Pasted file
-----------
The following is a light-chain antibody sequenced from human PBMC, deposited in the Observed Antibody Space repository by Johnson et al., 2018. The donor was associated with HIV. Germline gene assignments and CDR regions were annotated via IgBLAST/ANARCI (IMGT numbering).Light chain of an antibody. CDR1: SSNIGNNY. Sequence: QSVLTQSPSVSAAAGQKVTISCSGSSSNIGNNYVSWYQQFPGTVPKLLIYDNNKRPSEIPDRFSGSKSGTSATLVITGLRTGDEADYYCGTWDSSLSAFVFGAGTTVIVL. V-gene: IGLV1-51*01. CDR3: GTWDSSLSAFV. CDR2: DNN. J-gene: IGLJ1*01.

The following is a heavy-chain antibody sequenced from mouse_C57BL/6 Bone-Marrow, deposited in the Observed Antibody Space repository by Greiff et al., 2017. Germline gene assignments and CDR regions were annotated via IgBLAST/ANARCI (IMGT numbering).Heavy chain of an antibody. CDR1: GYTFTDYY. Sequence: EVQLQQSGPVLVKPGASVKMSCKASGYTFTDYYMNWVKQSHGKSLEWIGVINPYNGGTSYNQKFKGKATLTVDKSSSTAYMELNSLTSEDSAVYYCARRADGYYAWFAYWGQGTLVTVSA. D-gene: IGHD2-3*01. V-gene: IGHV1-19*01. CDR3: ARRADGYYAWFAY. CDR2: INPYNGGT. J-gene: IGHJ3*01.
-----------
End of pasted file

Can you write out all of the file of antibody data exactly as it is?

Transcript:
The following is a light-chain antibody sequenced from human PBMC, deposited in the Observed Antibody Space repository by Johnson et al., 2018. The donor was associated with HIV. Germline gene assignments and CDR regions were annotated via IgBLAST/ANARCI (IMGT numbering).Light chain of an antibody. CDR1: SSNIGNNY. Sequence: QSVLTQSPSVSAAAGQKVTISCSGSSSNIGNNYVSWYQQFPGTVPKLLIYDNNKRPSEIPDRFSGSKSGTSATLVITGLRTGDEADYYCGTWDSSLSAFVFGAGTTVIVL. V-gene: IGLV1-51*01. CDR3: GTWDSSLSAFV. CDR2: DNN. J-gene: IGLJ1*01.

The following is a heavy-chain antibody sequenced from mouse_C57BL/6 Bone-Marrow, deposited in the Observed Antibody Space repository by Greiff et al., 2017. Germline gene assignments and CDR regions were annotated via IgBLAST/ANARCI (IMGT numbering).Heavy chain of an antibody. CDR1: GYTFTDYY. Sequence: EVQLQQSGPVLVKPGASVKMSCKASGYTFTDYYMNWVKQSHGKSLEWIGVINPYNGGTSYNQKFKGKATLTVDKSSSTAYMELNSLTSEDSAVYYCARRADGYYAWFAYWGQGTLVTVSA. D-gene: IGHD2-3*01. V-gene: IGHV1-19*01. CDR3: ARRADGYYAWFAY. CDR2: INPYNGGT. J-gene: IGHJ3*01.